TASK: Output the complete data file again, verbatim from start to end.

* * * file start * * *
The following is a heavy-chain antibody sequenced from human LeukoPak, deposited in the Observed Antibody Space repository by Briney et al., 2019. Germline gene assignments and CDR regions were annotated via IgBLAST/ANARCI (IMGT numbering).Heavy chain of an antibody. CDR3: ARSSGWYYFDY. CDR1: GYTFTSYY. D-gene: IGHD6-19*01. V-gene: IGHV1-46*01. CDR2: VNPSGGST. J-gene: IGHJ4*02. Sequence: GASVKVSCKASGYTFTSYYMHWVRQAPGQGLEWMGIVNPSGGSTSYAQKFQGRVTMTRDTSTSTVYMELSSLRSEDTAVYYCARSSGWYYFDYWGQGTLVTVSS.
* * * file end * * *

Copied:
The following is a heavy-chain antibody sequenced from human LeukoPak, deposited in the Observed Antibody Space repository by Briney et al., 2019. Germline gene assignments and CDR regions were annotated via IgBLAST/ANARCI (IMGT numbering).Heavy chain of an antibody. CDR3: ARSSGWYYFDY. CDR1: GYTFTSYY. D-gene: IGHD6-19*01. V-gene: IGHV1-46*01. CDR2: VNPSGGST. J-gene: IGHJ4*02. Sequence: GASVKVSCKASGYTFTSYYMHWVRQAPGQGLEWMGIVNPSGGSTSYAQKFQGRVTMTRDTSTSTVYMELSSLRSEDTAVYYCARSSGWYYFDYWGQGTLVTVSS.